Reflections on the Greek Crisis and Solidarity
Most attention on the Greek crisis has focused on economics. What are the consequences of the Greek default on their debt? Why should Germans pay for the Greeks? Will Greece leave the Eurozone? What will happen to Greece if the drachma is re-issued? Behind these questions is the obvious political question about Europe: What will be the consequences for the European Union if Greece leaves?
These are legitimate questions. But what about solidarity? Solidarity among the European countries with their Greek co-Unionists and solidarity from the international financial institutions for the situation of those suffering from unemployment and reduced pensions. Has the notion of solidarity gone out of fashion as a left-wing ideal from some bygone era?
If the European Union is truly a union, then there should be solidarity among its members. Just as the different Swiss cantons contribute to the federal government in their own way, each country within the European Union should make contributions according to its capacities. Individuals pay taxes to their governments according to their incomes; cantons do the same to their government; countries should do the same to the Union.
All of the above assumes that the European Union is more than just an economic zone. It assumes that there is a political union based on common values, norms, rules, etc. It assumes that there is a sense of solidarity among the members. Is this so? This crisis clearly shows that there is a serious lack of belonging on the part of the members, a serious lack of solidarity and commonality.
Is this surprising? There are many unions/partnerships being formed around the world. President Obama’s proposal for a Trans-Pacific Partnership is one example. The new Asian Infrastructure Investment Bank (AIIB) backed by China is another example. These unions/partnerships are economic and financial institutions established by and large to foster economic development. There is a level of cooperation among the members, 57 countries have already signed on to the AIIB. Members of these financial/economic institutions are “thin” members. That is, they sign agreements to cooperate when it is in their interests. Privileges are prioritized, responsibilities are minimized.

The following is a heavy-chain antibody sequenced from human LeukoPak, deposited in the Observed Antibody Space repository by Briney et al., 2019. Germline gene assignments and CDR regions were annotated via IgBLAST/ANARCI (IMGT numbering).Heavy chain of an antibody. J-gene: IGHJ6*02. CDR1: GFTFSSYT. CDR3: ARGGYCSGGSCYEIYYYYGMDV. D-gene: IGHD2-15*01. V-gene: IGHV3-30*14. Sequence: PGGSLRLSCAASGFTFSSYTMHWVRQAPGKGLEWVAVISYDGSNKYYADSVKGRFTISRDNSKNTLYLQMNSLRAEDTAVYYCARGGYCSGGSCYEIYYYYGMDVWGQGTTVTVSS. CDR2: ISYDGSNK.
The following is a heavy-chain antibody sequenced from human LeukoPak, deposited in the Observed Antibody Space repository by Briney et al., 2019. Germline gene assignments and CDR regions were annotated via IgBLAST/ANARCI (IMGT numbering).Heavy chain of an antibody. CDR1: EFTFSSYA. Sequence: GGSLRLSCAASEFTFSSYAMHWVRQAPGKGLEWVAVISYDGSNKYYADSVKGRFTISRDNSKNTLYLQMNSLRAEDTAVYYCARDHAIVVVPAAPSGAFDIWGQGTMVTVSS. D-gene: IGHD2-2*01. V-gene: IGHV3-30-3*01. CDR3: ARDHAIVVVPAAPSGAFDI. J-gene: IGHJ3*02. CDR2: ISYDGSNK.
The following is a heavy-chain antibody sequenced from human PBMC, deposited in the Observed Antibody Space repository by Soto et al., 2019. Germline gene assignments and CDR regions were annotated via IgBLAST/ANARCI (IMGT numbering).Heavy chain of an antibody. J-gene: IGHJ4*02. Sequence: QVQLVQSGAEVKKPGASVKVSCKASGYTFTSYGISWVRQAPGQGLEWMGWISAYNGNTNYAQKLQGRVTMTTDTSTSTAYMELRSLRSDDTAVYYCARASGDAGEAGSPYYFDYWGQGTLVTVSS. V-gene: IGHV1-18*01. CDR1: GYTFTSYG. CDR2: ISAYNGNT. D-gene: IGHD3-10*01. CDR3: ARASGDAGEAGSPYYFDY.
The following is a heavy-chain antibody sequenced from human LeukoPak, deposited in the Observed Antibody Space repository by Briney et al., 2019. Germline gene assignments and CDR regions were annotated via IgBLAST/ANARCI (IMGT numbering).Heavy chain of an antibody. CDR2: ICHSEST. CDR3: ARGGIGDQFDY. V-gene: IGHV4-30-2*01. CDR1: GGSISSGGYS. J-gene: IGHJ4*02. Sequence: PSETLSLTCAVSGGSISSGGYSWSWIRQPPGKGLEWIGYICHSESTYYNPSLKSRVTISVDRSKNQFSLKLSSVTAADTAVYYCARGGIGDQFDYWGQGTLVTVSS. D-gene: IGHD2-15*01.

The European Union was supposed to be deeper than a mere economic union or partnership. Economic commonalities, such as a common currency, were supposed to lead to a deeper level of cooperation such as a common foreign and security policy.
There is a difference between thin and thick levels of cooperation. Solidarity is not only a trite expression associated with left politics, it is a reflection of a thick relationship that includes not only privileges, but also obligations to others. In a world of selfies, is this still possible?
Among all the headlines surrounding the Greek crisis, it would be refreshing to hear calls for solidarity among the members of the European Union. Each country seems to be looking out for itself, as in much of current international relations. Self-interest is the name of the game.
It would be helpful to go back to the deeper meaning of union instead of mere economics. The Civil War in the United States was not only fought over the issue of slavery. For President Lincoln, the preservation of the union was the priority. As he said in an open letter to publisher Horace Greeley: “I would save the Union. … If I could save the Union without freeing any slave, I would do it; and if I could save it by freeing all the slaves, I would do it. … What I do about Slavery and the colored race, I do because I believe it helps to save this Union…”
Should Greece have been allowed to enter the EU in the first place? Does the fault for the current situation lie with the lenders as well as the borrower? Again, these are legitimate questions. But the underlying issue remains the solidarity of the EU and the thin or thick relationship among its members.